During the normal season, which runs from November 23rd to February 10th over the whole state, only bucks with antlers can be legally harvested from the state’s wildlife management areas and national forest holdings. In order to maintain order among the herds, there will be many brief hunts dedicated exclusively to either the males or the females.

The either sex hunt on public property is permitted from December 14 through January 1 in Zone A, which encompasses the majority of the northern two-thirds of the state. The either sex hunt on public property is also allowed between December 14 and January 1 in Zone B, which encompasses the majority of the southern part of the state.

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The either sex hunt on public property is held from December 21st through the 31st in some northern counties that fall within Zone C. Private holdings in every region allow for more permissive hunts of either sexe, which gives landowners the opportunity to manage herd numbers within the carrying capability of their respective habitats.

For full facts and a map, see https://www.outdooralabama.com/deer-season, The first few days of the gun seasons often bring a lot of success for hunters since the deer herd is at its height and less wary because it has not been hunted for months prior to the opening of the seasons.

Buck hunters often experience another peak season in January, when a powerful rut is triggered by a cold front that moves through the area. During this time, bucks are active during the day, although older bucks typically travel around the woods more at night. Each day, hunters are only permitted to take one deer with antlers, although they can take a total of three deer throughout the course of both seasons.

During the weeks that allow either sex to be taken, one doe may be taken every day. Hunters are required to report their haul to Game Check within 48 hours of completing their hunt using a harvest record, which can either be a paper or digital document.

The hunter enters the harvest information in the cell phone, even if there is no cell phone service in a remote area, and the app will automatically report it as soon as he gets back into a phone service area. You can get the app here: https://www.outdooralabama.com/contact-us/mobile-apps. This is the easy way to get this done.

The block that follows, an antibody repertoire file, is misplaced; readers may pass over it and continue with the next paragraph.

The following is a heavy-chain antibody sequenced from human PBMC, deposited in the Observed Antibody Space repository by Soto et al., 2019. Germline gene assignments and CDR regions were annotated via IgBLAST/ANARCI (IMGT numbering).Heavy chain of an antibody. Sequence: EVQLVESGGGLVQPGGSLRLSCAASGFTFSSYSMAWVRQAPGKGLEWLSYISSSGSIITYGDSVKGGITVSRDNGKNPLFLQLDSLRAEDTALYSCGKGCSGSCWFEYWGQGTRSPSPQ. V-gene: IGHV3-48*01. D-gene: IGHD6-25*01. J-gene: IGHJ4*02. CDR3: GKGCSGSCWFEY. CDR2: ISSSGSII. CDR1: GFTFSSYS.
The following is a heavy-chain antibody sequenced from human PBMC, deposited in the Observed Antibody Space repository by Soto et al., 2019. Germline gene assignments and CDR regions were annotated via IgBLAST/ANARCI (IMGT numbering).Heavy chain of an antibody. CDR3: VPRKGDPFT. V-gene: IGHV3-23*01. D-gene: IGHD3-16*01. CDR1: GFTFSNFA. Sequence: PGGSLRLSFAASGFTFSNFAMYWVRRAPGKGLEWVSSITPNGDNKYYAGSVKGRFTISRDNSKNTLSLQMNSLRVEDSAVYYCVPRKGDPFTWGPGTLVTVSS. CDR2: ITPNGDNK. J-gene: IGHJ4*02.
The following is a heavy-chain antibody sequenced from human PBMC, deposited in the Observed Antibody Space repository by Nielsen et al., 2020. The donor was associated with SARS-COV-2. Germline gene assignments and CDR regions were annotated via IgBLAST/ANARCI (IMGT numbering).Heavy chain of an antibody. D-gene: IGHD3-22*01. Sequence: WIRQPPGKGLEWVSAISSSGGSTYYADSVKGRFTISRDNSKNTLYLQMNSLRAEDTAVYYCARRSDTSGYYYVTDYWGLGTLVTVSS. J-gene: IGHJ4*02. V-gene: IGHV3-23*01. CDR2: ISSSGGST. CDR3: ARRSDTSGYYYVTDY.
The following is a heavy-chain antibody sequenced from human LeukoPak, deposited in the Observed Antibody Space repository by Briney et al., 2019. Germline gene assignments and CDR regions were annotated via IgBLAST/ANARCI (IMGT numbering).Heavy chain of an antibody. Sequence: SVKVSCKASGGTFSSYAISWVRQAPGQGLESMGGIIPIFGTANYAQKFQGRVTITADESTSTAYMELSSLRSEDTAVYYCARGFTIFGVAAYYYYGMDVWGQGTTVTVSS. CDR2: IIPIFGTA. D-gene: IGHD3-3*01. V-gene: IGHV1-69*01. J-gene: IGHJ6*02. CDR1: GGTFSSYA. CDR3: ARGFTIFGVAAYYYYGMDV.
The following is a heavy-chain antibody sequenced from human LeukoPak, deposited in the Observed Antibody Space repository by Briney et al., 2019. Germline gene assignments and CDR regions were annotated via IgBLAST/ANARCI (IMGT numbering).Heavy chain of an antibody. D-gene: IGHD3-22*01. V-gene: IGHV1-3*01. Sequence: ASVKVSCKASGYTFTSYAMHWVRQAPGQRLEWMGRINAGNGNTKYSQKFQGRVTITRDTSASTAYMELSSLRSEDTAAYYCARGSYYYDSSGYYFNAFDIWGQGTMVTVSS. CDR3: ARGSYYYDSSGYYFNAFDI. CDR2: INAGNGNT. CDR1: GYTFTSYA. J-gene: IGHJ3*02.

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The Game Check app is the way to do it. The hunter enters the harvest information in the cell phone. The information not only serves to ensure that everyone observes the regulations of the harvest, but it also enables state biologists to keep an eye on the deer herd, which is a significant aid when making management choices.

Even though the chances of successfully bagging a game animal are significantly better on private lands, where there is less competition from other hunters, the state has a vast network of Wildlife Management Areas (WMAs) where the chances of doing so are good for a hunter who is experienced, persistent, and not afraid to hike a few miles away from the nearest road.

About 775,000 acres of land are considered to be part of the public domain. The finances necessary to maintain these places come from the sale of hunting permits as well as the federal excise tax placed on rifles and ammunition. https://www.outdooralabama.com/hunting/wildlife-management-areas is where you can get a list of the WMAs, as well as a link to maps and permits.

  1. When hunting on Boggy Hollow, Coosa, Choccolocco, Hollins, Jackson County, James D.
  2. Martin Skyline, and Little River Wildlife Management Areas (WMA), a daily permit must be obtained from a check station or kiosk self-service box located on the WMA before beginning to hunt.
  3. The required information must be filled out and the permit must be returned to the box when leaving the WMA.

If you do not have a valid hunting license, you will not be allowed to hunt on Attention all readers: if you buy something after clicking on one of our affiliate links, we could get a small profit on the sale.

What’s the bag limit on deer in Alabama?

Recognized For. Whitetail deer, turkey, and alligator hunting are popular in Alabama, and the state has some of the most lax bag restrictions and seasons in the country for each of these species ( up to three whitetail bucks per hunter per season ).